Getting Past the Past

Jessi Strong

My fiancé and I sat on the couch in our pastor’s office; he jiggled his foot nervously while I curled my legs underneath me and leaned against him. It didn’t matter that we were there by choice—I felt defensive even before the pastor began asking questions. I knew premarital counseling would help us learn how to communicate, fight fair and express love and forgiveness. But the experience was terrifying.


It was terrifying because it exposed all my failures. The parts of my personality I attribute to familial quirks are really glaring shortcomings. I tell myself that my inherited conflict-avoidance is really just “being cautious.” But it’s accompanied by a destructive tendency to shut down when things get tense. The painful experience of dredging up past conflicts forced me to take a fresh look at my sinful habits—ones I’m now trying to break, but wonder if I’m doomed to repeat.

Joshua 24 records a conversation that addresses a similar concern. In God’s presence, as Yahweh renews His covenant with Israel, Joshua recounts the spiritual history of the Israelites: “This is what the LORD, the God of Israel, says: ‘Long ago your forefathers, including Terah the father of Abraham and Nahor, lived beyond the River and worshiped other gods. But I took your father Abraham from the land beyond the River and led him throughout Canaan and gave him many descendants’ ” (Josh 24:2–3).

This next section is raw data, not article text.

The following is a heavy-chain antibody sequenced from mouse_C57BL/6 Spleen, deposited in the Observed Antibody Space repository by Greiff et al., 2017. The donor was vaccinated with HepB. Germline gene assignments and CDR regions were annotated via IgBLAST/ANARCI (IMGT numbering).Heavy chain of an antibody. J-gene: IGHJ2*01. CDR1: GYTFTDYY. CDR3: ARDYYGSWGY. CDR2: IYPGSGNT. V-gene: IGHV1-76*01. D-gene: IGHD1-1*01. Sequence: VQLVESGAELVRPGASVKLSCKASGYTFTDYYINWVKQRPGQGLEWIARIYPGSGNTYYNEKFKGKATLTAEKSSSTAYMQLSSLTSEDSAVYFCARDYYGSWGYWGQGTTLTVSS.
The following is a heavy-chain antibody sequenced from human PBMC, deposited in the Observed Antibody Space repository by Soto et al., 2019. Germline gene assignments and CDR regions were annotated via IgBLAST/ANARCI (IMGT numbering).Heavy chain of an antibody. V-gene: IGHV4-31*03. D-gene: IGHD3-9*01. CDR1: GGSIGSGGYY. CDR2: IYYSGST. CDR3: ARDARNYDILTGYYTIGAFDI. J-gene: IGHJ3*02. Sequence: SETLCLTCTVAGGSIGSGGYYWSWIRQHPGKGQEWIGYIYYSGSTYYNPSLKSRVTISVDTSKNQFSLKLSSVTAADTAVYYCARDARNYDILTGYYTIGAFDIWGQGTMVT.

What follows is an argument between Joshua and the Israelites. Joshua insists that the people will turn away from the LORD; the Israelites counter this, promising to serve faithfully. If you’ve read much of the Old Testament, you know that Joshua is right. The Israelites disobeyed God many times leading up to this covenant, and after they enter the promised land, they continue to perpetuate a cycle of disobedience, punishment and then, out of desperation, repentance. It’s a pattern I recognize in myself.

But when repentance follows cyclical mistakes, it opens the door for blessings that wouldn’t otherwise occur: forgiveness, restoration and redemption. In his first-century letter to churches in Asia, Peter reminds his readers that Christ’s work indeed brings them out of sin and death: “You know that it was not with perishable things such as silver or gold that you were redeemed from the empty way of life handed down to you from your forefathers, but with the precious blood of Christ, a lamb without blemish or defect” (1 Pet 1:18–19).

This reminder makes all the difference. I haven’t been charged with the unattainable task of making my own salvation. Instead, it comes through the blood of Christ. Although I may be heavily influenced by my unique experiences and relationships, I’m not doomed to repeat the same mistakes over and over: Jesus’ work redeems my past and—thank God—my future.

In our counseling sessions, we learned to respond to fear and sin with the truth of Christ. After being hurt or having to make a very personal confession or realizing that we’ve caused hurt, we now pray together, using Peter’s reminder to the early churches: You are no longer a slave to sin. You were “redeemed from the empty way of life … with the precious blood of Christ” (1:19).

Biblical references are from the New International Version (NIV).

Article courtesy of Bible Study Magazine published by Faithlife Corporation. Originally published in print, Vol. 5 No. 1